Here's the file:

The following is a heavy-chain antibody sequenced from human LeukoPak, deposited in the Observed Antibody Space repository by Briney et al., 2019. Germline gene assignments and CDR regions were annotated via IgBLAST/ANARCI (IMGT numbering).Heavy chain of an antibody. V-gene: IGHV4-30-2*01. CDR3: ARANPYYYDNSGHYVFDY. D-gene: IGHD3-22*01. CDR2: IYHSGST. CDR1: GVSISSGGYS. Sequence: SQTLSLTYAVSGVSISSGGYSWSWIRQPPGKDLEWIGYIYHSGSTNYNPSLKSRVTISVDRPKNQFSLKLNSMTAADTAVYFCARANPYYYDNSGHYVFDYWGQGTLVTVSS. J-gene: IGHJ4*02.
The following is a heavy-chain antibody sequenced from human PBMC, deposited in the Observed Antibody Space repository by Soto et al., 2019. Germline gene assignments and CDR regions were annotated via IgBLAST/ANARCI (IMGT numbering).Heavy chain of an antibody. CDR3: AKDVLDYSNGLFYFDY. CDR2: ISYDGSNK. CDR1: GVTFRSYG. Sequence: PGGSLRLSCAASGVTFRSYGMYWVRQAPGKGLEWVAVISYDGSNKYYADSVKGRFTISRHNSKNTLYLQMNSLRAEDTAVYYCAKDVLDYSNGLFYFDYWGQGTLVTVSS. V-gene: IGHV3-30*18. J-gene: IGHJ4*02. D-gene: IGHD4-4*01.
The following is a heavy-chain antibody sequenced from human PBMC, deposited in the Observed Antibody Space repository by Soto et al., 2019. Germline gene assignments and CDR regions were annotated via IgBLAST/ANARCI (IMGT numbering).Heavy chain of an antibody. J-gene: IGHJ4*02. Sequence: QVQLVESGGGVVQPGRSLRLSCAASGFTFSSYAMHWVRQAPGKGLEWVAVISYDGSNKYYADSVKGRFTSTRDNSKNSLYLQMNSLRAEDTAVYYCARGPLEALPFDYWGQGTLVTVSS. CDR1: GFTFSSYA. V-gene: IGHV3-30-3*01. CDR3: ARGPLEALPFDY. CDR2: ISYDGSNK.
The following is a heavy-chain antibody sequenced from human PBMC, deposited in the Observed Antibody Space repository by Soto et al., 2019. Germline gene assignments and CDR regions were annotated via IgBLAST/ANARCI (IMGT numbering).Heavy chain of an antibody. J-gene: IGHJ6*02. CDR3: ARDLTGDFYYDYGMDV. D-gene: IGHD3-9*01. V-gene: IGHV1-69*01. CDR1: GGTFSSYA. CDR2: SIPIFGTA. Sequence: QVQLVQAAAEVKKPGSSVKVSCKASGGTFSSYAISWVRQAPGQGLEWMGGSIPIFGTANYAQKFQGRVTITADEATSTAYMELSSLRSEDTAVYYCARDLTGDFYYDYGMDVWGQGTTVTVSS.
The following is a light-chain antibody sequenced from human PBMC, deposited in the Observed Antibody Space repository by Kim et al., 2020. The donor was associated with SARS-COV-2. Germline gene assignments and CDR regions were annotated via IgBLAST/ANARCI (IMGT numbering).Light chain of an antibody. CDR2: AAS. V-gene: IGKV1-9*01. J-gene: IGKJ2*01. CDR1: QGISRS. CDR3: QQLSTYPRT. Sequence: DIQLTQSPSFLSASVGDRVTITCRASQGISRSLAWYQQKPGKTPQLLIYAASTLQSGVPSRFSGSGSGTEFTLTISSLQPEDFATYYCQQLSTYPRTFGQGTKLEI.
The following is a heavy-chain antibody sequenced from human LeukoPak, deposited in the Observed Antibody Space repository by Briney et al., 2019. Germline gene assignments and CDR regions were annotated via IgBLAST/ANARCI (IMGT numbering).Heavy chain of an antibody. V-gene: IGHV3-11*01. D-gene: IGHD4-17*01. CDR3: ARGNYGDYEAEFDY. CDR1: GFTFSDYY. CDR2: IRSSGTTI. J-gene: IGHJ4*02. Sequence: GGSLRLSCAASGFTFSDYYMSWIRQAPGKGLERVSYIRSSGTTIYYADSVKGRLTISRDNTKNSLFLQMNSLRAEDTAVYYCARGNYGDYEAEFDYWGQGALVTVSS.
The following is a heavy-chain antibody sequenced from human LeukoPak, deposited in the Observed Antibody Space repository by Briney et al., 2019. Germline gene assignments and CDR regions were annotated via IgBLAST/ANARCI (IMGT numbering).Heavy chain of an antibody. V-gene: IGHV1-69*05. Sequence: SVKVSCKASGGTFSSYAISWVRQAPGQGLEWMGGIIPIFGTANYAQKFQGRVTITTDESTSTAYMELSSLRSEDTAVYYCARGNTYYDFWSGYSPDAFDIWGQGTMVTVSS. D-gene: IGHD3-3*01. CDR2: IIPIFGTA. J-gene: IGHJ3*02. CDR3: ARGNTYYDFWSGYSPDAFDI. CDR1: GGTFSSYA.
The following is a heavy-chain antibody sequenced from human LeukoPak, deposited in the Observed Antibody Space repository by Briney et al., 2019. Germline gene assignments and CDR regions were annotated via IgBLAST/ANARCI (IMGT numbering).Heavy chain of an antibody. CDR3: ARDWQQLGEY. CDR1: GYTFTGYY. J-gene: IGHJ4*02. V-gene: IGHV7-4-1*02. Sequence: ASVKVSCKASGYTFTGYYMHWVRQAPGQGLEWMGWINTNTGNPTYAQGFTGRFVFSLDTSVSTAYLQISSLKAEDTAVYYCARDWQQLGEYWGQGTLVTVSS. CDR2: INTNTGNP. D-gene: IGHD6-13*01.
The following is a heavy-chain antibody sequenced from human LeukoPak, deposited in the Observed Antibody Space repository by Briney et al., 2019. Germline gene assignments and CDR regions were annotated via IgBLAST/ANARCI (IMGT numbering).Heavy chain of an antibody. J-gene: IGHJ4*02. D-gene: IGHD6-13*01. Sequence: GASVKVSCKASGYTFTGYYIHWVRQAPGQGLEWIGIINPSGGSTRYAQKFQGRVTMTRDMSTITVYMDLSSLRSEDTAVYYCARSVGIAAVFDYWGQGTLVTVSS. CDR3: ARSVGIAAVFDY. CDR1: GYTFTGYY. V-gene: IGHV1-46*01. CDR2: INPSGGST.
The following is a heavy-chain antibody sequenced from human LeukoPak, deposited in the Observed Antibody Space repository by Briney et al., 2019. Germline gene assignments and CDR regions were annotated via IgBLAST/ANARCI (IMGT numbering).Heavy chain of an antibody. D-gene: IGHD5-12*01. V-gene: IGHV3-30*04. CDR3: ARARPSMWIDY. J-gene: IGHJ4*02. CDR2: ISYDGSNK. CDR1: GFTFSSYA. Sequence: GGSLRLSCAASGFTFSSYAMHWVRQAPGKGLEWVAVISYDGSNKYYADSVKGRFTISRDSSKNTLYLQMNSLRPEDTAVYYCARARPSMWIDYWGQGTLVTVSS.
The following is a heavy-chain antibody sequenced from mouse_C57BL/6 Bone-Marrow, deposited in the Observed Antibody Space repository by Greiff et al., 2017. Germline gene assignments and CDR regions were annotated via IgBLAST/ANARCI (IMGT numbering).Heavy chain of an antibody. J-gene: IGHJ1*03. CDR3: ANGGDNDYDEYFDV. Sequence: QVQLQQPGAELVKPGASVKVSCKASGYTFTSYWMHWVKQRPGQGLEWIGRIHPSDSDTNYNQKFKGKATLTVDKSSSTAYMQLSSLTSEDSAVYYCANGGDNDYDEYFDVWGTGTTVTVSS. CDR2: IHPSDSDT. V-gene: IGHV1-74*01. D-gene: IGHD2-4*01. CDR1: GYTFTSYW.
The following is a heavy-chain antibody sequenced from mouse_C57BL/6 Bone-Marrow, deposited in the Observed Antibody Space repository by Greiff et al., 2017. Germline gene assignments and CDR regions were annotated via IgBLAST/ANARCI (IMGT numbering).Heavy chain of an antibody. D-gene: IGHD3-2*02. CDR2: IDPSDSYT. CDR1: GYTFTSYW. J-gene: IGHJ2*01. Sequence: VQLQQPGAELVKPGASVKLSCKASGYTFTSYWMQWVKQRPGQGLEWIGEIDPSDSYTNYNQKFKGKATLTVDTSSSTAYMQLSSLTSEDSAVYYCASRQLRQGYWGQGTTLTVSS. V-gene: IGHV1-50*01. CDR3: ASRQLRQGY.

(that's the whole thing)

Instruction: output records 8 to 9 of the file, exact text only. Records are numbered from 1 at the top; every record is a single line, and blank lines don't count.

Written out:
The following is a heavy-chain antibody sequenced from human LeukoPak, deposited in the Observed Antibody Space repository by Briney et al., 2019. Germline gene assignments and CDR regions were annotated via IgBLAST/ANARCI (IMGT numbering).Heavy chain of an antibody. CDR3: ARDWQQLGEY. CDR1: GYTFTGYY. J-gene: IGHJ4*02. V-gene: IGHV7-4-1*02. Sequence: ASVKVSCKASGYTFTGYYMHWVRQAPGQGLEWMGWINTNTGNPTYAQGFTGRFVFSLDTSVSTAYLQISSLKAEDTAVYYCARDWQQLGEYWGQGTLVTVSS. CDR2: INTNTGNP. D-gene: IGHD6-13*01.
The following is a heavy-chain antibody sequenced from human LeukoPak, deposited in the Observed Antibody Space repository by Briney et al., 2019. Germline gene assignments and CDR regions were annotated via IgBLAST/ANARCI (IMGT numbering).Heavy chain of an antibody. J-gene: IGHJ4*02. D-gene: IGHD6-13*01. Sequence: GASVKVSCKASGYTFTGYYIHWVRQAPGQGLEWIGIINPSGGSTRYAQKFQGRVTMTRDMSTITVYMDLSSLRSEDTAVYYCARSVGIAAVFDYWGQGTLVTVSS. CDR3: ARSVGIAAVFDY. CDR1: GYTFTGYY. V-gene: IGHV1-46*01. CDR2: INPSGGST.